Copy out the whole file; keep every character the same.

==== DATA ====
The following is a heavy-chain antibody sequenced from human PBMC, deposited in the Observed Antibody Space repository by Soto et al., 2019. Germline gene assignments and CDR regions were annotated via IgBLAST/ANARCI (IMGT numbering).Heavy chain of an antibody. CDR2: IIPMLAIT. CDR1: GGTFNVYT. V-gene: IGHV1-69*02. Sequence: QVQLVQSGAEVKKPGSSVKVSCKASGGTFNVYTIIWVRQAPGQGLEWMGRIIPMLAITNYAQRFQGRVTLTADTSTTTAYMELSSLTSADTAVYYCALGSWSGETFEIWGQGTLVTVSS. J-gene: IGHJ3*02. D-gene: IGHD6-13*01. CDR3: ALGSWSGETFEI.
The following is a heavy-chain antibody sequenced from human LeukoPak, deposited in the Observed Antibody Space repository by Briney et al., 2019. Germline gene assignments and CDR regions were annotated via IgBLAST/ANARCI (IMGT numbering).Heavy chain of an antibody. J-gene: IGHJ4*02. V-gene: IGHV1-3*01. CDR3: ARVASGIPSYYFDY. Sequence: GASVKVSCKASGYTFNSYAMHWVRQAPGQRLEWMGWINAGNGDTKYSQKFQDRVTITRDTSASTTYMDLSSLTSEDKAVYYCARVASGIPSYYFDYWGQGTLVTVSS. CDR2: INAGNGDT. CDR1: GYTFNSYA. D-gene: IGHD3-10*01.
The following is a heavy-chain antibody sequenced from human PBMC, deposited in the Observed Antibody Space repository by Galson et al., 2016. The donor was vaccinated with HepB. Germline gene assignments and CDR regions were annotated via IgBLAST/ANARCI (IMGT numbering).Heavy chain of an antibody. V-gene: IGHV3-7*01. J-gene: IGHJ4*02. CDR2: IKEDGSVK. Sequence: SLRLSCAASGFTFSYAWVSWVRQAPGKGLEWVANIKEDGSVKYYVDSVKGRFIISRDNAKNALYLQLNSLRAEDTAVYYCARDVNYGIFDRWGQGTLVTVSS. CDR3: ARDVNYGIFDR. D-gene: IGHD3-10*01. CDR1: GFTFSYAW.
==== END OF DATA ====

The following is a heavy-chain antibody sequenced from human PBMC, deposited in the Observed Antibody Space repository by Soto et al., 2019. Germline gene assignments and CDR regions were annotated via IgBLAST/ANARCI (IMGT numbering).Heavy chain of an antibody. CDR2: IIPMLAIT. CDR1: GGTFNVYT. V-gene: IGHV1-69*02. Sequence: QVQLVQSGAEVKKPGSSVKVSCKASGGTFNVYTIIWVRQAPGQGLEWMGRIIPMLAITNYAQRFQGRVTLTADTSTTTAYMELSSLTSADTAVYYCALGSWSGETFEIWGQGTLVTVSS. J-gene: IGHJ3*02. D-gene: IGHD6-13*01. CDR3: ALGSWSGETFEI.
The following is a heavy-chain antibody sequenced from human LeukoPak, deposited in the Observed Antibody Space repository by Briney et al., 2019. Germline gene assignments and CDR regions were annotated via IgBLAST/ANARCI (IMGT numbering).Heavy chain of an antibody. J-gene: IGHJ4*02. V-gene: IGHV1-3*01. CDR3: ARVASGIPSYYFDY. Sequence: GASVKVSCKASGYTFNSYAMHWVRQAPGQRLEWMGWINAGNGDTKYSQKFQDRVTITRDTSASTTYMDLSSLTSEDKAVYYCARVASGIPSYYFDYWGQGTLVTVSS. CDR2: INAGNGDT. CDR1: GYTFNSYA. D-gene: IGHD3-10*01.
The following is a heavy-chain antibody sequenced from human PBMC, deposited in the Observed Antibody Space repository by Galson et al., 2016. The donor was vaccinated with HepB. Germline gene assignments and CDR regions were annotated via IgBLAST/ANARCI (IMGT numbering).Heavy chain of an antibody. V-gene: IGHV3-7*01. J-gene: IGHJ4*02. CDR2: IKEDGSVK. Sequence: SLRLSCAASGFTFSYAWVSWVRQAPGKGLEWVANIKEDGSVKYYVDSVKGRFIISRDNAKNALYLQLNSLRAEDTAVYYCARDVNYGIFDRWGQGTLVTVSS. CDR3: ARDVNYGIFDR. D-gene: IGHD3-10*01. CDR1: GFTFSYAW.